Why We Need to Talk About Racism as a Mental-Health Trigger
Editor's note: This post contains discussions about suicide, including quotes from a suicide note.
This time last year, I felt debilitated.
The news was saturated with the death of yet another black man in police custody. Baltimore City police arrested Freddie Gray on April 12, 2015, and his spine was severed in the back of a police van. He died in the hospital a week later, causing Baltimore to erupt in protest. Citizens were rebelling.
I had traveled to Baltimore on assignment. But after a year of covering police killings like Gray's, I felt I could not write another story, come up with another hashtag, or offer further public commentary about black people dying at the hands of law enforcement.
There were too many names to remember: Miriam Carey, Eric Garner, Tony Robinson, John Crawford III, Yvette Smith, Walter Scott, Sandra Bland, Tamir Rice, Tanisha Anderson and so many others.
There were too many last moments, lives cut short by a bullet and caught on dash cam videos.
I lay awake many nights envisioning the faces of black people no longer alive and full of questions about what black people need to do to keep from being killed. There were days when I tried to shed tears that could no longer be shed.
Mentors encouraged me to find a way to calm my rage. They told me to rest. They stressed the need for self care during stressful moments.
Too many bars were populated by some collection of my activist black friends who showed up frustrated after participating in a protest or telling a seemingly well-meaning white colleague that racism doesn't start and stop at the n-word. Like so many other black organizers, artists and cultural workers in the movement, we were broken.
America woke up to a nightmare in August 2014. That was when black activists in Ferguson, Missouri, broke open the national conversation on race and justice after former officer Darren Wilson fatally shot 18-year-old Mike Brown. Veteran and younger activists from St. Louis confronted Ferguson police daily for several months following the murder. Their fiery protests ignited direct action across the nation.
People began calling for an end to police brutality and other forms of state-sanctioned violence. Patrisse Khan-Cullors — one of the creators of #BlackLivesMatter — and I organized a contemporary Freedom Ride to Ferguson with other volunteers across the country. More than 500 black people of various ages showed up to support the Ferguson activists. Many of us haven't stopped organizing and speaking up since.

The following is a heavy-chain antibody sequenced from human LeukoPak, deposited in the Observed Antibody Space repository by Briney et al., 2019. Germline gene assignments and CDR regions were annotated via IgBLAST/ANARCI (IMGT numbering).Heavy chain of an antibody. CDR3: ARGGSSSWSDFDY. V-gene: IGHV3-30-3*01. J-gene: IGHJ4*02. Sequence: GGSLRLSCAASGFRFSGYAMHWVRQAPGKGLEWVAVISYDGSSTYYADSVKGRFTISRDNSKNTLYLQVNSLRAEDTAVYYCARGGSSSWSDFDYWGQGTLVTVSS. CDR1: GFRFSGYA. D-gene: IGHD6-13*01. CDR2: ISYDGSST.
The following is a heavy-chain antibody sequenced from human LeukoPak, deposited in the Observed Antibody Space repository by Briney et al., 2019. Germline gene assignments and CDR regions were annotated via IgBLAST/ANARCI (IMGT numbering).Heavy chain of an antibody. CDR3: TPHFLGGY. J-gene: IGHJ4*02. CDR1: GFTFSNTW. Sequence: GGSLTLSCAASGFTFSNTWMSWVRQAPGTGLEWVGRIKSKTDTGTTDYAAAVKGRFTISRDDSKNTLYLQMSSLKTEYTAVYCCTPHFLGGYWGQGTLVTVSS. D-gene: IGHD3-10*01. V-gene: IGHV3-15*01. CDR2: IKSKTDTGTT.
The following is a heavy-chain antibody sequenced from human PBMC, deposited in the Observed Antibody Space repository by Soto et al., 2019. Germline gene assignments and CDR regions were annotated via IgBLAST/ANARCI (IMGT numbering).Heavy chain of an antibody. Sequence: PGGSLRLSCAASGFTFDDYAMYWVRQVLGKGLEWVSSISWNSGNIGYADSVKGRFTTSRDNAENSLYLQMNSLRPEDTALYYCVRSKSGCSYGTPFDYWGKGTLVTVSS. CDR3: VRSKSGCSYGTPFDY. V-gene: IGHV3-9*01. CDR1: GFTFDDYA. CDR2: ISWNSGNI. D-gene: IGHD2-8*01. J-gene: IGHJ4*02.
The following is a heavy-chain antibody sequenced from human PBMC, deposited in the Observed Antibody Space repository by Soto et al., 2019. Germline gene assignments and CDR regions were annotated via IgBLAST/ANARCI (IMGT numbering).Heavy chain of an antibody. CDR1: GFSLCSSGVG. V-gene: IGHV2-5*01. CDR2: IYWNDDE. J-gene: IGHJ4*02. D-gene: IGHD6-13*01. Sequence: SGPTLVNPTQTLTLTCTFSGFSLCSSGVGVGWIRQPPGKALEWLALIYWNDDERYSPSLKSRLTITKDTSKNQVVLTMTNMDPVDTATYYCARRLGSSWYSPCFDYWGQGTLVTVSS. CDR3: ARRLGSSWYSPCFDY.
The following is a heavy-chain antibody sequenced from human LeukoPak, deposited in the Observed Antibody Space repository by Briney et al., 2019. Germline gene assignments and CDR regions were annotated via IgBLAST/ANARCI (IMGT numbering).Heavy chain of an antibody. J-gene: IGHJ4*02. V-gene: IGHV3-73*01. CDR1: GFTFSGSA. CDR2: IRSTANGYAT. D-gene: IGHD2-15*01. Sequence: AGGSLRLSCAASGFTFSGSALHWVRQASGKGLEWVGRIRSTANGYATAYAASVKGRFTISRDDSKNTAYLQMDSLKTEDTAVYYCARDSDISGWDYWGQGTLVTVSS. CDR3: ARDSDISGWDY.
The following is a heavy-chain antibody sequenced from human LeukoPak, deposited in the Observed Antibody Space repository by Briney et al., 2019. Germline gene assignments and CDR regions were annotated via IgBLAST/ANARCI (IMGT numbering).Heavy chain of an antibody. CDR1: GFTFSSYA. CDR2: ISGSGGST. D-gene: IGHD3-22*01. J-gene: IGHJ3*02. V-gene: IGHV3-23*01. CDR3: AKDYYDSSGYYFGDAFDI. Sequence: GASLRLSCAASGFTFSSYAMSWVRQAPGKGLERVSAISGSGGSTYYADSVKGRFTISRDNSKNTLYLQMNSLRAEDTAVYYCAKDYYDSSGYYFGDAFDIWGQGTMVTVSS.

Some activists have been able to move forward and continue the work because they have access to therapists, healers, spiritual practitioners and networks of friends.
But some suffered traumas they were unable to overcome.
23-year-old MarShawn McCarrel, a Columbus-based activist in the movement for black lives, killed himself by firearm on February 8, 2016, in front of the Ohio Statehouse. McCarrel had posted a suicide note on Facebook. "My demons won today. I'm sorry," he wrote, concise and foreboding. The movement had lost one of its own.
Shortly after McCarrel's death, my colleague Zak Cheney-Rice wrote about a former police officer in Fairborn, Ohio, who reacted to the suicide in a now-deleted Facebook comment. "Love a happy ending," he wrote. His words were destructive, yet illuminating. Even in death, McCarrel was still not free from racism.
A friend in Cleveland spoke about McCarrel's unbending commitment to black liberation. A few of his close friends emailed me about the community activist they had loved and admired.
I empathized with McCarrel. I related to the pressure that comes from fighting a fire that engulfs you as you attempt to put it out. I know psychic breaks are a lot more common than they are exceptional in the lives of black organizers.
Anti-black racism, and other forms of systemic oppression, can break black people — even those of us who are brave enough to push back. Society has cast black men as brutes and black woman as super-humans. But the perception of inordinate and exceptional black strength is not a compliment — it erases our humanity.
According to the U.S. Department of Health and Human Services' Office of Minority Health, black adults are 20% more likely to report serious psychological distress and experience feelings of sadness, hopelessness and worthlessness than white adults. Black teenagers are also more likely to attempt suicide than are white teenagers.
Even the American Psychological Association has acknowledged the impact racial antagonism has on the lives of black people in the U.S. "Although the chronic condition of stress can have negative side effects on all persons, the unique psycho-social and contextual factors, specifically the common and pervasive exposure to racism and discrimination, creates an additional daily stressor for African-Americans," the APA states on its website.
Some black activists cannot handle engaging in movement work while suffering from mental health issues. The constant, everyday encounters with racial antagonism — whether it takes the form of seemingly innocuous micro-aggressions or extreme forms of racial violence — takes a toll.
This movement for black lives is necessary for social transformation, but the work is not glamorous. Some of the change agents behind the movement, like McCarrel, often fight harmful systems while fighting to stay alive.
Editor's note: For information about suicide prevention or to speak with someone confidentially, contact the National Suicide Prevention Lifeline at 1 (800) 273-8255 or the Crisis Text Line at 741-741. Both provide free, anonymous support 24 hours a day, seven days a week.